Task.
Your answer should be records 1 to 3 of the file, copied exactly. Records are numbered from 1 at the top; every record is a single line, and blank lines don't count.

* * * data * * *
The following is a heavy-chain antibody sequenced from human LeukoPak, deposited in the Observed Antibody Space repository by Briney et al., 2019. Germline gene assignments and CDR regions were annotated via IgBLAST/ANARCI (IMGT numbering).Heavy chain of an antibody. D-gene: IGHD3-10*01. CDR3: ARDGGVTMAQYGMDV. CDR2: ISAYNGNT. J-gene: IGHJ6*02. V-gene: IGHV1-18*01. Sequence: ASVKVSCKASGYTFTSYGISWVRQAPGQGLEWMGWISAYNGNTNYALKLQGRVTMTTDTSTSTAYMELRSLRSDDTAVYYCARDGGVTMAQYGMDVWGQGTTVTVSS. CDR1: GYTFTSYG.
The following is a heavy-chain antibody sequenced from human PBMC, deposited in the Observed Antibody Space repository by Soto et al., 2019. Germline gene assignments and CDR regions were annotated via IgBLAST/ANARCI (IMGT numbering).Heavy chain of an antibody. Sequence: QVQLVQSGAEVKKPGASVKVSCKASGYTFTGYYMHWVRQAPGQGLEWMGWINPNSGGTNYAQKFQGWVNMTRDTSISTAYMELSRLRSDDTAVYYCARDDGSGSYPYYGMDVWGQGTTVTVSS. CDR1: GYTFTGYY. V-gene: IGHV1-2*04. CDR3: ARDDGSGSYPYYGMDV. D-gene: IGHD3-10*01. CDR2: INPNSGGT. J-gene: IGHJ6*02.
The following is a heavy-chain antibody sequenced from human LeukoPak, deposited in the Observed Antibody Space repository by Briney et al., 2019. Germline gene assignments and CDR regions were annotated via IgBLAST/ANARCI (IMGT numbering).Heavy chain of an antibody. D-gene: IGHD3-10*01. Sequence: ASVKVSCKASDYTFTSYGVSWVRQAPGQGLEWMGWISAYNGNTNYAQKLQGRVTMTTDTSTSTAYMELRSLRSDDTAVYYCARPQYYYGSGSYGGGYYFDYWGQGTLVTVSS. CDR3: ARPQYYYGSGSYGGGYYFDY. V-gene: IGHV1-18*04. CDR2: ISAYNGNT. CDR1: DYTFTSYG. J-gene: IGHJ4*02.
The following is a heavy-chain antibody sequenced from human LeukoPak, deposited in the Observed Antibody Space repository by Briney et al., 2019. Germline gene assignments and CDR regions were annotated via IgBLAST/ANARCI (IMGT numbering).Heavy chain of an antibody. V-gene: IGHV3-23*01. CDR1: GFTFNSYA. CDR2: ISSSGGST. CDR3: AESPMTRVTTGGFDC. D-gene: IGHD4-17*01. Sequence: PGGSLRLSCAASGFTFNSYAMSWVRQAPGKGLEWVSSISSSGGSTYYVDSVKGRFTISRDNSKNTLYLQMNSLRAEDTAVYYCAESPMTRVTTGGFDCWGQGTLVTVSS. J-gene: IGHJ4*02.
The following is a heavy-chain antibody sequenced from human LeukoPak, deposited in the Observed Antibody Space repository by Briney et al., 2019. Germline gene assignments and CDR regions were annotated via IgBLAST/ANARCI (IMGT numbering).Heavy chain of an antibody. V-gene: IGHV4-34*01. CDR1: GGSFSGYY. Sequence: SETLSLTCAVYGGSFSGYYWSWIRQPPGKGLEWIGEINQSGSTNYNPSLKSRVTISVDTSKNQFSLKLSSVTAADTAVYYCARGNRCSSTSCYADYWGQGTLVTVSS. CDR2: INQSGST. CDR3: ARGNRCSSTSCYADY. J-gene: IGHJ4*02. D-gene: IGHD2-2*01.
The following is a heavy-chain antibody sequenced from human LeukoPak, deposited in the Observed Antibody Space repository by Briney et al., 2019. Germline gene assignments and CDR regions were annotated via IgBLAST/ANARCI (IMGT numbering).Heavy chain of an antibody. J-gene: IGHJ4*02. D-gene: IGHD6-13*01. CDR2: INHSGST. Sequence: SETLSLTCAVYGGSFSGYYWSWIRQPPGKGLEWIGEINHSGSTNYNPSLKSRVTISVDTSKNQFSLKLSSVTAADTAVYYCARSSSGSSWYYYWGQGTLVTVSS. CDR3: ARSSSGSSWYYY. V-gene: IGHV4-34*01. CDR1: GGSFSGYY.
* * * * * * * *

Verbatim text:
The following is a heavy-chain antibody sequenced from human LeukoPak, deposited in the Observed Antibody Space repository by Briney et al., 2019. Germline gene assignments and CDR regions were annotated via IgBLAST/ANARCI (IMGT numbering).Heavy chain of an antibody. D-gene: IGHD3-10*01. CDR3: ARDGGVTMAQYGMDV. CDR2: ISAYNGNT. J-gene: IGHJ6*02. V-gene: IGHV1-18*01. Sequence: ASVKVSCKASGYTFTSYGISWVRQAPGQGLEWMGWISAYNGNTNYALKLQGRVTMTTDTSTSTAYMELRSLRSDDTAVYYCARDGGVTMAQYGMDVWGQGTTVTVSS. CDR1: GYTFTSYG.
The following is a heavy-chain antibody sequenced from human PBMC, deposited in the Observed Antibody Space repository by Soto et al., 2019. Germline gene assignments and CDR regions were annotated via IgBLAST/ANARCI (IMGT numbering).Heavy chain of an antibody. Sequence: QVQLVQSGAEVKKPGASVKVSCKASGYTFTGYYMHWVRQAPGQGLEWMGWINPNSGGTNYAQKFQGWVNMTRDTSISTAYMELSRLRSDDTAVYYCARDDGSGSYPYYGMDVWGQGTTVTVSS. CDR1: GYTFTGYY. V-gene: IGHV1-2*04. CDR3: ARDDGSGSYPYYGMDV. D-gene: IGHD3-10*01. CDR2: INPNSGGT. J-gene: IGHJ6*02.
The following is a heavy-chain antibody sequenced from human LeukoPak, deposited in the Observed Antibody Space repository by Briney et al., 2019. Germline gene assignments and CDR regions were annotated via IgBLAST/ANARCI (IMGT numbering).Heavy chain of an antibody. D-gene: IGHD3-10*01. Sequence: ASVKVSCKASDYTFTSYGVSWVRQAPGQGLEWMGWISAYNGNTNYAQKLQGRVTMTTDTSTSTAYMELRSLRSDDTAVYYCARPQYYYGSGSYGGGYYFDYWGQGTLVTVSS. CDR3: ARPQYYYGSGSYGGGYYFDY. V-gene: IGHV1-18*04. CDR2: ISAYNGNT. CDR1: DYTFTSYG. J-gene: IGHJ4*02.